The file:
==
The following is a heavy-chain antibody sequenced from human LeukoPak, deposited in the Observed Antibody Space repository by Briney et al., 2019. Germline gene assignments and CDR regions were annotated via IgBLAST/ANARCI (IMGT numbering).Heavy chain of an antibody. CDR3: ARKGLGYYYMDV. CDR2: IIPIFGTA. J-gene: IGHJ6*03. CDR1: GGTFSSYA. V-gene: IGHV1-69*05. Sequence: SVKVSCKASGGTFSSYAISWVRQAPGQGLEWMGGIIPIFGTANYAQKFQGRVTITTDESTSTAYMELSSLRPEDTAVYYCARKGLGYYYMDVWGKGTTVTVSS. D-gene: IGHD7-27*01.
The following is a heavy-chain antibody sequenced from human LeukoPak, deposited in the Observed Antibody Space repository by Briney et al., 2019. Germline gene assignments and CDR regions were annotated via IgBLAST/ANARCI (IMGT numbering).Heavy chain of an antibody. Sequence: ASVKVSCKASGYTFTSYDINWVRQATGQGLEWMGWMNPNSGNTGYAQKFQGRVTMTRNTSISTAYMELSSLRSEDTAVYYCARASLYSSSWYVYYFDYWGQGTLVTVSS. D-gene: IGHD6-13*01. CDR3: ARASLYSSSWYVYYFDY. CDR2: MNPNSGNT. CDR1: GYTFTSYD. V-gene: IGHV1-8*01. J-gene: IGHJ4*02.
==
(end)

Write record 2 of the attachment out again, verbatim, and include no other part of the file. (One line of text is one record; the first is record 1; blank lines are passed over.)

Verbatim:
The following is a heavy-chain antibody sequenced from human LeukoPak, deposited in the Observed Antibody Space repository by Briney et al., 2019. Germline gene assignments and CDR regions were annotated via IgBLAST/ANARCI (IMGT numbering).Heavy chain of an antibody. Sequence: ASVKVSCKASGYTFTSYDINWVRQATGQGLEWMGWMNPNSGNTGYAQKFQGRVTMTRNTSISTAYMELSSLRSEDTAVYYCARASLYSSSWYVYYFDYWGQGTLVTVSS. D-gene: IGHD6-13*01. CDR3: ARASLYSSSWYVYYFDY. CDR2: MNPNSGNT. CDR1: GYTFTSYD. V-gene: IGHV1-8*01. J-gene: IGHJ4*02.